lies on oath repeatedly indulged by the police that should stir the
conscience of court.


 

CJP and Sabrang Trust emphatically and categorically deny the claim made
in the affidavit in sur-rejoinder that cash withdrawals from the two
trusts totalling Rs. 75,28,000 (over many years) have been siphoned off
or pocketed by Teesta Setalvad and Javed Anand.
That this too is an
entirely baseless allegation can be established through the accounts
books and cash vouchers of both CJP and Sabrang Trust.


 

Similarly, the sur-rejoinder claims that funds from the bank accounts of
CJP and Sabrang Trust running into lakhs have been transferred into
fixed deposits in the “family personal names” of Teesta Setalvad and
Javed Anand. CJP and Sabrang Trust challenge the Gujarat police to
provide evidence of even a single rupee thus transferred from the bank
accounts of either of the two trusts into fixed deposits in personal
names.
Instead, the Gujarat police, functioning in nexus with one family
of the Gulberg society and a former employee of CJP cited as “witness”
in the specious FIR, is functioning at the behest of the political
bigwigs in the state who are seriously affected by the persistent
struggle for justice aided by CJP.



The sur-rejoinder reiterates that only Rs. 2.49 lakh was spent on Legal
Aid expenses. We challenge the Gujarat police to provide proof of this
totally bogus claim. CJP has spent over Rs. 2 crore (nearly hundred
times the police claim) on Legal Aid to the victims-survivors of the
state-sponsored Gujarat pogrom and this can easily be established
through accounts books, voucher files and annually audited accounts.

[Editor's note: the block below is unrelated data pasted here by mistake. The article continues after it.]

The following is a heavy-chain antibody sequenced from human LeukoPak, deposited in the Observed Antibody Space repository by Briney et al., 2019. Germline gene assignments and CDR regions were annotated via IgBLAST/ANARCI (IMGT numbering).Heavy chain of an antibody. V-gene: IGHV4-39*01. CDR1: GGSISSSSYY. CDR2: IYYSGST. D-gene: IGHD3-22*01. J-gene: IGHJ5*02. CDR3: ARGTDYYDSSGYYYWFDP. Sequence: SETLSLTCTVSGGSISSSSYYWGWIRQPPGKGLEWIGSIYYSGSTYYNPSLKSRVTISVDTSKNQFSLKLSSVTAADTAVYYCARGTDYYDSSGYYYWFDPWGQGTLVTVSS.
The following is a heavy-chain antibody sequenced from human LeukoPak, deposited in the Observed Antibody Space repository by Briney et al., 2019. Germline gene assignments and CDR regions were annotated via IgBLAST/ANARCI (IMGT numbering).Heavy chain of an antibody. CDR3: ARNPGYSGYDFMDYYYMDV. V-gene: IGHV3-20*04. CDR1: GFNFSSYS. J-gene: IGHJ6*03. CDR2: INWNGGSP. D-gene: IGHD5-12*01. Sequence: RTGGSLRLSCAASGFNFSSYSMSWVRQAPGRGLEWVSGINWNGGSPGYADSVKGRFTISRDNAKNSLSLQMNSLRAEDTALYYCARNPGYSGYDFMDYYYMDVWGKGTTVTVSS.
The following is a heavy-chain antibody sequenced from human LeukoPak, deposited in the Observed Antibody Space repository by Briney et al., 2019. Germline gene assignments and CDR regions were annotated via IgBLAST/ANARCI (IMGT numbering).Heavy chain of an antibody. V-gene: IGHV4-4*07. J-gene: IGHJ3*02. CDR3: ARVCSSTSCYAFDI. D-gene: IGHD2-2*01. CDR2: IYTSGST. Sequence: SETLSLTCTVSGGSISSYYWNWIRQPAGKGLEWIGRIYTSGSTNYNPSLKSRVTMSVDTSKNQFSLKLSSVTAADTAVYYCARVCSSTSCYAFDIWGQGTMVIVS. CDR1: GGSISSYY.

This deliberate underestimation is deliberate and meant to prejudice the
public mind.



Trustees:
I.M. Kadri Nandan Maluste Teesta Setalvad Cyrus Guzder
Javed Akhtar Alyque Padamsee Anil Dharker
Ghulam Pesh Imam
Javed Anand  Rahul Bose Cedric Prakash

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Little blue bird, zindabad

It seems up-rooting of social media as promised by the Caliph of Istanbul is a bit easier said than done. Better luck next time, old chap.

Turkey’s
attempt to block access to Twitter appeared to backfire on Friday with
many tech-savvy users circumventing the ban and suspicions growing that
the prime minister was using court orders to suppress corruption
allegations against him and his government.

Turkey’s
telecommunications authority confirmed early Friday that it had blocked
access to the social media network hours after Prime Minister Recep
Tayyip Erdogan threatened to “rip out the roots” of the website.
Tweets
have proliferated with links to recordings that appear to incriminate
him and other top officials in corruption.

By midday Friday, tweets were continuing unabated as users swapped
instructions online on how to change settings. One enterprising user
spread the word by defacing Turkish election posters with instructions
on beating censors.

President Abdullah Gul, a political ally of
Erdogan’s, was among those who circumvented the order, which he
contested in a series of tweets. “I hope this implementation won’t last long,” he wrote.

“Prime Minister Erdogan’s move spells the lengths he will go to censor
the flood of politically damaging wiretap recordings circulating on
social media,” said Emma Sinclair-Webb, senior Turkey researcher at
Human Rights Watch.

Andrew Przybylski, a researcher at
Britain’s Oxford Internet Institute said the ban appeared to be working
through the Domain Name System or DNS blocking, which was easy to work
around.

He said many Twitter-hungry Turks manually changed the
DNS settings on their computers and in their phones to point to Google’s
Domain Name System, which isn’t affected by the ban.

Earlier,
many users trying to access the network instead saw a notice from
Turkey’s telecommunications authority, citing four court orders.

Turkey’s lawyers’ association asked a court to overturn the ban,
arguing it was unconstitutional and violated Turkish and European human